“Park the car,” Victor said, around ten in the morning.

  “No,” I said.

  “Just park the car.”

  “Or else what?”

  “Or else the foxes will come out.”

  “I’m bored of the foxes,” I said. “I’m sick of the foxes.”

  That was when Victor pulled our gun out. He scrolled the window down and started firing away at everything. There was a bang, then more bangs; there was shattering; buildings screamed people screamed I screamed.

  I didn’t want him to win the argument so I didn’t try and stop him. I kept driving at a steady pace and hoped that some sort of guilt would ram its way into him soon enough. When that never happened, I thought that the bullets would run out. But I’d forgotten about the Big Bag he had beside his feet. He fired and fired away for the next twenty minutes.

  The hardest part came at a red light after we killed an elephant. I pulled the handbrake up and reached for our plastic bag of food.

  “Let’s get out of here!” I yelled.

  “No,” Victor said, pointing the gun at me and laughing. “Let’s stay here.” He pulled the trigger several times but nothing came out. He laughed at my reaction; I punched his arm and he swore at me. “You have to stop hitting me. You promised you’d stop hitting me. I could’ve shot you if I wanted to, you know.”

  I tried to look through his sunglasses but they were glaring red. “Let’s go. You screwed up. Again. You’d do anything to win an argument, won’t you?” I punched him again. “You’d even shoot me!”

  He rubbed his arm for a while, muttering. He then cradled our gun in both his hands and stared at it silently. He scowled. “You said you didn’t want to park.”

  I glanced outside our car. People were approaching us. “Well you promised you’d behave.”

  “I did behave,” he said. “And you can’t keep telling me to behave when you’re such a hypocrite.”

  “Fine, stay.” I opened my door and stepped out of the car and, as predicted, he also opened his door and followed me.

  I’d like to say that we’d never run as fast as we did that day, that we’d never been more petrified, but as I ran with Victor and as I ran with our plastic bag of food in my hand I quickly realised that we ended up running for our lives pretty much every time we stepped out of a car. Thank you, Victor. Thank you for the nothing.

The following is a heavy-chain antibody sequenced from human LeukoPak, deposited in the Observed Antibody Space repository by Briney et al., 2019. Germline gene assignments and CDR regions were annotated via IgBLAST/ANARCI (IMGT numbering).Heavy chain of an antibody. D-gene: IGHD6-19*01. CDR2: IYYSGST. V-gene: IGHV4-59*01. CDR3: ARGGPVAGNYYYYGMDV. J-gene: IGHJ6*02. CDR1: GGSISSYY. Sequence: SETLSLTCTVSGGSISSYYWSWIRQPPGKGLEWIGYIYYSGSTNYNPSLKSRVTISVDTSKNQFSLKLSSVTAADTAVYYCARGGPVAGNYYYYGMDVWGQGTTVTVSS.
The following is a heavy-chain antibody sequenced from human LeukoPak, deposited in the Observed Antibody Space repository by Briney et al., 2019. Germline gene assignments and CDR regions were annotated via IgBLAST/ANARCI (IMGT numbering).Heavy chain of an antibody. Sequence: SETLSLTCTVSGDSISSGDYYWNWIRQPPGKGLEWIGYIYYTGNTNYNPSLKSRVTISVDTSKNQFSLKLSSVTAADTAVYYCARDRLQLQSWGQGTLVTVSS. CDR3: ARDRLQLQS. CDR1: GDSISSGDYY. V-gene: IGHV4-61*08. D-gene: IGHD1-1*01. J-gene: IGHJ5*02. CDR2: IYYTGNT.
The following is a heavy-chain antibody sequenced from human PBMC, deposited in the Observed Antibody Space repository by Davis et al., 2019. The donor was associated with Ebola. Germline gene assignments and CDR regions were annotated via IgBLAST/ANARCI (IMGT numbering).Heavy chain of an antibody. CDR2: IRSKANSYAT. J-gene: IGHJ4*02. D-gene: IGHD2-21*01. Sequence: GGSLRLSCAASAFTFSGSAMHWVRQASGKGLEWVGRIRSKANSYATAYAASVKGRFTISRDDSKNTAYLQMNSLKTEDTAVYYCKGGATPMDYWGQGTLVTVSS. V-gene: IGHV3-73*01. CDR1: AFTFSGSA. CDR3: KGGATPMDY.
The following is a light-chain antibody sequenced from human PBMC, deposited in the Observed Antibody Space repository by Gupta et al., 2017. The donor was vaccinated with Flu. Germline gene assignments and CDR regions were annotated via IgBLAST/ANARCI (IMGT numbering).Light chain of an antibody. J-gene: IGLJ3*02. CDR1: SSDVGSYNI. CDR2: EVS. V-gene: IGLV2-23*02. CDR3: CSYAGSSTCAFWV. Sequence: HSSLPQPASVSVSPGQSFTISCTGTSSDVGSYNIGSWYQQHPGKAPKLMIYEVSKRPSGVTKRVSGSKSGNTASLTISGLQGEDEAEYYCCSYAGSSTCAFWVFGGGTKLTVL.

As soon as I said, “There are people chasing us,” Victor instantly started firing away. People were screaming and crying and yelling. There was a lot of blood.

  “Over there!” Victor panted from behind me. “Run left, to the left!”

  I ran right. I found that when running for your dear life, the best places to run through first were shopping centres and then poor neighbourhoods. Everyone in poor neighbourhoods seemed to want to help us hide somewhere. Everyone in poor neighbourhoods looked like we did.

  By the time things had settled down and we were well and truly away from the world of unsettled people it had become evening, and even though for some strange reason the moon hadn’t come out yet there was still enough light for us to see each other. Victor leant on my shoulder. “I hate life I hate myself I hate everyone I hate it, I hate waking up I hate it, I hate life, I hate it I’m sorry I hate it.” I held his arm. He cried. I cried too.

  We still hadn’t slept when morning ca
me by. We stood up and walked for about three hours until we found a house with a swimming pool in the backyard. We took our clothes off and jumped in.

  I liked to keep my eyes closed under the water but I knew Victor liked to keep his open.

  “What the hell do you see in the water, anyway? There’s nothing to see.”

  “You’ve never tried it. You can’t keep lecturing me when you’ve never tried it. Try it!”

  After we were well and truly clean, we stepped out of the swimming pool and put all our clothes back on. We were still wet.

  “Alright, let’s go and find us a new car.”

  “No,” Victor said, distracted by something. “Let’s stay.” He walked towards the back sliding door of the house, his footsteps making wet little thuds. He peered inside. I followed him and also peered through the glass.

  We both went silent. There was a large plasma screen TV inside, there were surround sound speakers, there was an incredibly comfortable looking sofa set, there were photo frames, there were paintings. We were stunned. It reminded us of home. Victor walked off and came back with a pole and started kicking the door and hitting it with the pole. I tried to hold him back but he elbowed my chin well, causing me to quickly stumble backwards and fall over. The door smashed open with the